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1. Shape of You (Originally Made Famous by Ed Sheeran)
2. Paris (Originally Made Famous by The Chainsmokers)
3. I Don’t Wanna Live Forever (Fifty Shades Darker) (Originally Made Famous by ZAYN & Taylor Swift)
4. Human (Originally Made Famous by Rag’n’Bone Man)
5. I Feel It Coming (Originally Made Famous by The Weeknd feat. Daft Punk)
6. Say You Won’t Let Go (Originally Made Famous by James Arthur)
7. Slumber Party (Originally Made Famous by Britney Spears feat. Tinashe)
8. Rockabye (Originally Made Famous by Clean Bandit feat. Sean Paul & Anne-Marie)
9. Just Hold On (Originally Made Famous by Steve Aoki & Louis Tomlinson)
10. All Time Low (Originally Made Famous by Job Bellion)
11. All In My Head (Flex) (Originally Made Famous by Fifth Harmony feat. Fetty Wap)
12. Fresh Eyes (Originally Made Famous by Andy Grammar)
13. Closer (Originally Made Famous by The Chainsmokers feat. Halsey)
14. This Town (Originally Made Famous by Niall Horan)
15. I Got You (Originally Made Famous by Bebe Rexha)
16. Water Under the Bridge (Originally Made Famous by Adele)
17. Don’t Wanna Know (Originally Made Famous by Maroon 5 feat. Kendrick Lamar)
18. Heathens (Originally Made Famous by twenty one pilots)
19. You Don’t Know Me (Originally Made Famous by Jax Jones feat. RAYE)
20. Better Man (Originally Made Famous by Little Big Town)
21. Mercy (Originally Made Famous by Shawn Mendes)
22. Shout Out to My Ex (Originally Made Famous by Little Mix)
23. Kids (Originally Made Famous by OneRepublic)
24. Starving (Originally Made Famous by Hailee Steinfeld & Grey feat. Zedd)
25. Side to Side (Originally Made Famous by Ariana Grande feat. Nicki Minaj)
Whatever the activity or fitness level, everyone can use a little push! Workout Motivation gives every workout that extra punch of intensity to keep you motivated. Featuring the newest hits like “Shape of You,” “Paris,” “I Don’t Wanna Live Forever,” and more, this mix will make you want to get to the gym and stay there!
This site provides links to random videos hosted at YouTube, with the emphasis on random.
The original idea for this site actually stemmed from another idea to provide a way of benchmarking the popularity of a video against the general population of YouTube videos. There are probably sites that do this by now, but there wasn’t when we started out. Anyway, in order to figure out how popular any one video is, you need a pretty large sample of videos to rank it against. The challenge is that the sample needs to be very random in order to properly rank a video and YouTube doesn’t appear to provide a way to obtain large numbers of random video IDs.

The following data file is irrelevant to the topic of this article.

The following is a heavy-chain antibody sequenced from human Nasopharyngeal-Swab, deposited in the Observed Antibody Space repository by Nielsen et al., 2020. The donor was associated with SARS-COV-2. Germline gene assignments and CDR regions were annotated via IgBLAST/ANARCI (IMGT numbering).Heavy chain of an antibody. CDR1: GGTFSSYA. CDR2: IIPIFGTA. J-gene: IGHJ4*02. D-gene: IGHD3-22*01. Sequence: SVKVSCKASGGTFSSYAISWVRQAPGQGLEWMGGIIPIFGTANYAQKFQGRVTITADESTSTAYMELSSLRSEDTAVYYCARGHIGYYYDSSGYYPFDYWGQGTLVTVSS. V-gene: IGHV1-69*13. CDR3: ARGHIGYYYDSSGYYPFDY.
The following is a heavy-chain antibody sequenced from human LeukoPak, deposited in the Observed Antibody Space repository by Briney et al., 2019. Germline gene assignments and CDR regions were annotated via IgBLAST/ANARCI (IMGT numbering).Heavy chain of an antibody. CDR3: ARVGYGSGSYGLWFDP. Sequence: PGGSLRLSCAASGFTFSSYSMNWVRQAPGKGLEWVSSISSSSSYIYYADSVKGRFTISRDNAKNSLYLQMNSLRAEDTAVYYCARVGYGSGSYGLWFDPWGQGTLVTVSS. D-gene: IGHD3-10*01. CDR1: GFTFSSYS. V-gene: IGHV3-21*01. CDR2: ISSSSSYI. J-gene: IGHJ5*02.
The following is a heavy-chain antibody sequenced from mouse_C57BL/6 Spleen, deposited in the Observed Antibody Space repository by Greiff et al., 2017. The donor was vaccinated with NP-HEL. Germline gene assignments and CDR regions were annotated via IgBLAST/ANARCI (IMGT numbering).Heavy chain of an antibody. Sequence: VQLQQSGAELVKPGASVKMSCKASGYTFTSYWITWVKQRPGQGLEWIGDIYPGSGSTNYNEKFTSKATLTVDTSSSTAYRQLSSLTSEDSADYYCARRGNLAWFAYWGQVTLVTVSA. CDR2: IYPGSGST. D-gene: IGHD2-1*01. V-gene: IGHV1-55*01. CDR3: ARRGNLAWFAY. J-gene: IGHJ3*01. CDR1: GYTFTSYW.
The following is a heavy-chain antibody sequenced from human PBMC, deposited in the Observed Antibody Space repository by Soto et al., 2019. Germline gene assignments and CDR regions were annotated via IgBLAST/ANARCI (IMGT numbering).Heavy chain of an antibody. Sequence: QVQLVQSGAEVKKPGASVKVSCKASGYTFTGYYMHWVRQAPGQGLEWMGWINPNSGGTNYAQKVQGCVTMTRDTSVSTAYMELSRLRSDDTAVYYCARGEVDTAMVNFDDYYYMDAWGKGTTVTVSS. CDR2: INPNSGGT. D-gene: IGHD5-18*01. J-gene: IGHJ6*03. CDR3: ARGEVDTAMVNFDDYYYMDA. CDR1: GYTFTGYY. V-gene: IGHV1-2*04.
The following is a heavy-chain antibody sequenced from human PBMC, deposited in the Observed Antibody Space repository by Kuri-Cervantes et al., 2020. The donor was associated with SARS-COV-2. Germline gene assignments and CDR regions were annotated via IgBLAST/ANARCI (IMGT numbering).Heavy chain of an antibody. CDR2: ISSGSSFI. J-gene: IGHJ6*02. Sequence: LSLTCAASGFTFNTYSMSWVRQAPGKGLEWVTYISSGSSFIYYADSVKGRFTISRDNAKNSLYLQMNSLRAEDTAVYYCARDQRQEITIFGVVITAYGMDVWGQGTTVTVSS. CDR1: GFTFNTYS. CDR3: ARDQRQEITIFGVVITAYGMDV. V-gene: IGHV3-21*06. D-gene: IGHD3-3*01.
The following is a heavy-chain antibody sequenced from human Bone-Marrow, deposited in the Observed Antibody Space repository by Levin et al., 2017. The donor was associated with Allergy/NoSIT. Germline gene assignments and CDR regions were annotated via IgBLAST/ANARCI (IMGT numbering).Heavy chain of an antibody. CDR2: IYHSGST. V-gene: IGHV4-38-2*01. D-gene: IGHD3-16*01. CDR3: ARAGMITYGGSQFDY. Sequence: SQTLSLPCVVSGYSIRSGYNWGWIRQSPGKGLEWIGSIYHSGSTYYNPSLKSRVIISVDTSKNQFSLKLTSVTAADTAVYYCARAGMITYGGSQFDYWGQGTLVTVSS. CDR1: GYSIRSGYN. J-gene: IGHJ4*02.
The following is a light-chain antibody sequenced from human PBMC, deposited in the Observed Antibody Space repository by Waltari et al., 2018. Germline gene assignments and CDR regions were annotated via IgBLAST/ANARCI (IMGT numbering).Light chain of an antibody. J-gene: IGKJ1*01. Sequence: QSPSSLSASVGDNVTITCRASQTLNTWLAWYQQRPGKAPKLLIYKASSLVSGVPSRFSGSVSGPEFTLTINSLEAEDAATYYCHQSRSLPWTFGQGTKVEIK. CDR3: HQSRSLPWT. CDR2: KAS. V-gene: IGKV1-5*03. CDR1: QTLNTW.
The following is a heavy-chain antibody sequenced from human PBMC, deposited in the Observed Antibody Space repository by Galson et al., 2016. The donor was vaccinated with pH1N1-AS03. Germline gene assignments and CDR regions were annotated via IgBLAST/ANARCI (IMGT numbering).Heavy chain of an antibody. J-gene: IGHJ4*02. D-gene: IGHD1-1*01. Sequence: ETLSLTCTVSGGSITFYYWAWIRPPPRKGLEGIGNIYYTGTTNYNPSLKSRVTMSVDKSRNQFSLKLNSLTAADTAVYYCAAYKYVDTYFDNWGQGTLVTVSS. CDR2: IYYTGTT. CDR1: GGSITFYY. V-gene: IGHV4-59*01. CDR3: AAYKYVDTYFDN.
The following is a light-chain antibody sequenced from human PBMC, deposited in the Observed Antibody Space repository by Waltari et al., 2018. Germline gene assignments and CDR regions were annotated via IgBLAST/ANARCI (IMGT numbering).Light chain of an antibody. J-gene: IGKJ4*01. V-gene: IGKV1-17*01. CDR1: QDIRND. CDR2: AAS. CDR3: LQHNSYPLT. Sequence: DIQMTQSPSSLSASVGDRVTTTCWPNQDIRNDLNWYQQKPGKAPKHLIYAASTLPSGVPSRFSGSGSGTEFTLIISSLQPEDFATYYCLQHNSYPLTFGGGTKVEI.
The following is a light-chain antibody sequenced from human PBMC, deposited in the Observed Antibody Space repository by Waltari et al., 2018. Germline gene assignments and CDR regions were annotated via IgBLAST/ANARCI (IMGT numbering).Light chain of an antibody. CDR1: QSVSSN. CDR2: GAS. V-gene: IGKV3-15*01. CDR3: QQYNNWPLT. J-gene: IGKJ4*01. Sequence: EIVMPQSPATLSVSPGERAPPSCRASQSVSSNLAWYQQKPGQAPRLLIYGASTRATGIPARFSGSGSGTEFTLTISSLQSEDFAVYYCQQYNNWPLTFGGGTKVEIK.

Even if you search on YouTube for a random string, the set of results that will be returned will still be based on popularity, so if you’re using this approach to build up your sample, you’re already in trouble. It turns out there is a multitude of ways in which the YouTube search function makes it very difficult to retrieve truly random results.
So how can we provide truly random links to YouTube videos? It turns out that the YouTube programming interface (API) provides additional functions that allow the discovery of videos which, with the right approach, are much more random. Using a number of tricks, combined some subtle manipulation of the space-time fabric, we have managed to create a process that yields something very close to 100% random links to YouTube videos.
YouTube is an American video-sharing website headquartered in San Bruno, California. YouTube allows users to upload, view, rate, share, add to playlists, report, comment on videos, and subscribe to other users. It offers a wide variety of user-generated and corporate media videos. Available content includes video clips, TV show clips, music videos, short and documentary films, audio recordings, movie trailers, live streams, and other content such as video blogging, short original videos, and educational videos. Most content on YouTube is uploaded by individuals, but media corporations including CBS, the BBC, Vevo, and Hulu offer some of their material via YouTube as part of the YouTube partnership program. Unregistered users can only watch videos on the site, while registered users are permitted to upload an unlimited number of videos and add comments to videos. Videos deemed potentially inappropriate are available only to registered users affirming themselves to be at least 18 years old.
YouTube and selected creators earn advertising revenue from Google AdSense, a program which targets ads according to site content and audience. The vast majority of its videos are free to view, but there are exceptions, including subscription-based premium channels, film rentals, as well as YouTube Music and YouTube Premium, subscription services respectively offering premium and ad-free music streaming, and ad-free access to all content, including exclusive content commissioned from notable personalities. As of February 2017, there were more than 400 hours of content uploaded to YouTube each minute, and one billion hours of content being watched on YouTube every day. As of August 2018, the website is ranked as the second-most popular site in the world, according to Alexa Internet, just behind Google. As of May 2019, more than 500 hours of video content are uploaded to YouTube every minute.
YouTube has faced criticism over aspects of its operations, including its handling of copyrighted content contained within uploaded videos, its recommendation algorithms perpetuating videos that promote conspiracy theories and falsehoods, hosting videos ostensibly targeting children but containing violent and/or sexually suggestive content involving popular characters, videos of minors attracting pedophilic activities in their comment sections, and fluctuating policies on the types of content that is eligible to be monetized with advertising.